“As part of the world’s leading nutrition, health and wellness company, the commitment by Nestlé USA to remove artificial flavors and colors in chocolate brands is an important milestone in its ongoing journey to provide the most enjoyable and nutritionally responsible offerings within the candy category,” Bowles told Food Dive in an email.

Butterfinger bars
 

In doing so, the company is the first major U.S. candy manufacturer to commit to removing artificial flavors and colors from all of its chocolate candy products.

“Nestlé USA is aware that candy consumers are interested in broader food trends, including fewer artificial ingredients,” Bowles said. “As Nestlé USA thought about what this meant for its candy brands, the first step was to remove artificial flavors and colors from chocolate candy products without affecting taste or increasing the price so that consumers could continue to enjoy the brands they know and love.”

The company’s R&D team and U.S. manufacturing facilities have been teaming on this project for several years to ensure the new recipes do not alter the taste, texture or appearance of the chocolate candy products. Thanks to their efforts, Nestlé USA has committed that all newly launched products introduced in the U.S. will contain no artificial flavors and colors. 

“We recently launched two sugar candy products – SweeTARTS Ropes and Randoms – with no artificial flavors and colors,” Bowles said. “We are actively working on transitioning our current sugar products to no artificial flavors. The ingredients used to replace artificial colors in the chocolate products are derived from natural sources such as fruits, vegetables and plants.”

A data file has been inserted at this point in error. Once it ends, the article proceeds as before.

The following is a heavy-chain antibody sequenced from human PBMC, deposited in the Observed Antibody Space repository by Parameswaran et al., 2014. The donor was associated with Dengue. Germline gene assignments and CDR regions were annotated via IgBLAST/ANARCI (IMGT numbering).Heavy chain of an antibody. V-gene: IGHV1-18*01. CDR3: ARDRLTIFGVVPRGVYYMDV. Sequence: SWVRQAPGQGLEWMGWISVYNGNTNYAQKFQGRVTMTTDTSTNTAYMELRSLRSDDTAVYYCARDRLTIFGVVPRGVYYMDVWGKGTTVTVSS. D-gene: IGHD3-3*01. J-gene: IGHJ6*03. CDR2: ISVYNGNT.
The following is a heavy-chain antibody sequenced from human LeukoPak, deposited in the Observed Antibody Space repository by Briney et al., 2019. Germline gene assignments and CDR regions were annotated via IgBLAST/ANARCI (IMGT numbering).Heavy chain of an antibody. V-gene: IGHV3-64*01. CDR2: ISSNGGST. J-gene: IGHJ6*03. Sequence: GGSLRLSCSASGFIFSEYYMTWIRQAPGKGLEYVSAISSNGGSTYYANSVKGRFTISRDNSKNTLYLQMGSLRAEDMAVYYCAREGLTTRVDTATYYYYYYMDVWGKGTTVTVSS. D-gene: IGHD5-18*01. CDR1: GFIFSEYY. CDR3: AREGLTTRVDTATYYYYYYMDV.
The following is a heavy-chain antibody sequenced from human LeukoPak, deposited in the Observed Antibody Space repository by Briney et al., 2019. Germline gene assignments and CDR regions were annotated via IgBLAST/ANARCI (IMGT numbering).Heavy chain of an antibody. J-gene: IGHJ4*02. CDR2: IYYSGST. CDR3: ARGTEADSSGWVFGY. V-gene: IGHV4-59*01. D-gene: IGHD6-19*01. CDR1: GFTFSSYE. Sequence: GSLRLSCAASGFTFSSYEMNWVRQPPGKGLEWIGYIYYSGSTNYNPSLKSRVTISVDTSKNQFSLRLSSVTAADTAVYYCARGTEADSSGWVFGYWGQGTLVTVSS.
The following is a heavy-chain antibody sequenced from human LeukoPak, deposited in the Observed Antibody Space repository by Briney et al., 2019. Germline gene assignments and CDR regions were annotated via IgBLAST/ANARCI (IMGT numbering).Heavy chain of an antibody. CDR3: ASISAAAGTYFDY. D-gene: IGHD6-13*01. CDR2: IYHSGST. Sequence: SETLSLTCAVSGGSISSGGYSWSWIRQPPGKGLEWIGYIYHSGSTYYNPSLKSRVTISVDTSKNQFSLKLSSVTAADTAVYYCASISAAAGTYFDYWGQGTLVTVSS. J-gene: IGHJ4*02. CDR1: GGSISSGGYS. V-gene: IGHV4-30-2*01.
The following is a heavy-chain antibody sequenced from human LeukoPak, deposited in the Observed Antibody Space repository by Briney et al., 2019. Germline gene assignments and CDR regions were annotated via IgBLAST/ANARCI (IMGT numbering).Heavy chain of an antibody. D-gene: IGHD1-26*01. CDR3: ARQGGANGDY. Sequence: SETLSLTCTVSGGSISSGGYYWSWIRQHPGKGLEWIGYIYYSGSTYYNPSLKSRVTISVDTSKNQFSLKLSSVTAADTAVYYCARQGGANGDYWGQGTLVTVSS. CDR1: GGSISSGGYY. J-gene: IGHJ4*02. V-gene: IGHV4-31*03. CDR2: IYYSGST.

Secret agent orange

Last year, Kraft Heinz "secretly" removed artificial flavors, preservatives and dyes from its iconic Kraft Macaroni & Cheese and saw no change in sales. The company pledged to make the move in April 2015, but said nothing more. The reformulated product — which used annatto, paprika and turmeric to make the iconic bright orange pasta — slipped into the marketplace in December 2015, and consumers barely noticed. Analysts say that if Kraft Heinz had announced its new formulation, there could have been a "New Coke"-sized backlash. Because the company made the general consumer its test kitchen, the change went well.

“As we considered changing the ingredients of our classic Blue Box, we did so knowing we had to maintain our iconic look, taste and texture,” Greg Guidotti, vice president of meals at Kraft Heinz, said in a release a few months after the transition. “We’d invite Americans to try our new recipe, but they most likely already have.”

A spokesperson for Kraft Heinz told Food Dive the change involved replacing artificial dyes Yellow 5 and Yellow 6. There are also no artificial flavors or preservatives in the new recipe—something now prominently displayed on its revamped packaging.

Tricky Trix

In 2016, General Mills made good on its promise to consumers to remove all artificial colors and flavors from its cereals, although it experienced some challenges.

Trix
 

Most obvious was in its Trix cereal. Food scientists were unable to match the same blue and green, as no suitable natural color could be replicated. Today, Trix is made with fruit and vegetable juices and natural vanilla flavoring.